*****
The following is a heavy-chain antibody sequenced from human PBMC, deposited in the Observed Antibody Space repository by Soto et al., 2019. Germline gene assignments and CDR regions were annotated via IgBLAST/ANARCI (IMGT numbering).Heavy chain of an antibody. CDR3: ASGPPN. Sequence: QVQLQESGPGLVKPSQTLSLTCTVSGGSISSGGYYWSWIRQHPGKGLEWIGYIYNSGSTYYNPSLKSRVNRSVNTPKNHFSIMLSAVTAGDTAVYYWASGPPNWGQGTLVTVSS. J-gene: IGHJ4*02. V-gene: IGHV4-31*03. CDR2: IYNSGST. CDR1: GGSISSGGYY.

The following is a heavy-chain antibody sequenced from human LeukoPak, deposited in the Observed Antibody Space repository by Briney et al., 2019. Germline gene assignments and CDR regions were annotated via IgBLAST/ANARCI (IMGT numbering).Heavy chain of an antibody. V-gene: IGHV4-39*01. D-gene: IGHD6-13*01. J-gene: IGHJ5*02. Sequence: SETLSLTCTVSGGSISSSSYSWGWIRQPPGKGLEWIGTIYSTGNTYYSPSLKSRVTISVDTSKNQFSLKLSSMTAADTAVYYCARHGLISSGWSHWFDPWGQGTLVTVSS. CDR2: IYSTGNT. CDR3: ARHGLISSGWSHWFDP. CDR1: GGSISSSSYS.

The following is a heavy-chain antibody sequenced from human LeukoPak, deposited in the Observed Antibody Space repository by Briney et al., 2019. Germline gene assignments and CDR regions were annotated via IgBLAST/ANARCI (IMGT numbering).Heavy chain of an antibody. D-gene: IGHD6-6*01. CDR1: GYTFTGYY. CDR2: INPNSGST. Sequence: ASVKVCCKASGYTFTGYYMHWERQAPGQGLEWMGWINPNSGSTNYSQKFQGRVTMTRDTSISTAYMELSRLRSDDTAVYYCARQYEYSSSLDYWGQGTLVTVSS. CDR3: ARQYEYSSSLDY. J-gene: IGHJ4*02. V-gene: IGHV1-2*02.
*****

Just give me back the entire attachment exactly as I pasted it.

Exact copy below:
The following is a heavy-chain antibody sequenced from human PBMC, deposited in the Observed Antibody Space repository by Soto et al., 2019. Germline gene assignments and CDR regions were annotated via IgBLAST/ANARCI (IMGT numbering).Heavy chain of an antibody. CDR3: ASGPPN. Sequence: QVQLQESGPGLVKPSQTLSLTCTVSGGSISSGGYYWSWIRQHPGKGLEWIGYIYNSGSTYYNPSLKSRVNRSVNTPKNHFSIMLSAVTAGDTAVYYWASGPPNWGQGTLVTVSS. J-gene: IGHJ4*02. V-gene: IGHV4-31*03. CDR2: IYNSGST. CDR1: GGSISSGGYY.

The following is a heavy-chain antibody sequenced from human LeukoPak, deposited in the Observed Antibody Space repository by Briney et al., 2019. Germline gene assignments and CDR regions were annotated via IgBLAST/ANARCI (IMGT numbering).Heavy chain of an antibody. V-gene: IGHV4-39*01. D-gene: IGHD6-13*01. J-gene: IGHJ5*02. Sequence: SETLSLTCTVSGGSISSSSYSWGWIRQPPGKGLEWIGTIYSTGNTYYSPSLKSRVTISVDTSKNQFSLKLSSMTAADTAVYYCARHGLISSGWSHWFDPWGQGTLVTVSS. CDR2: IYSTGNT. CDR3: ARHGLISSGWSHWFDP. CDR1: GGSISSSSYS.

The following is a heavy-chain antibody sequenced from human LeukoPak, deposited in the Observed Antibody Space repository by Briney et al., 2019. Germline gene assignments and CDR regions were annotated via IgBLAST/ANARCI (IMGT numbering).Heavy chain of an antibody. D-gene: IGHD6-6*01. CDR1: GYTFTGYY. CDR2: INPNSGST. Sequence: ASVKVCCKASGYTFTGYYMHWERQAPGQGLEWMGWINPNSGSTNYSQKFQGRVTMTRDTSISTAYMELSRLRSDDTAVYYCARQYEYSSSLDYWGQGTLVTVSS. CDR3: ARQYEYSSSLDY. J-gene: IGHJ4*02. V-gene: IGHV1-2*02.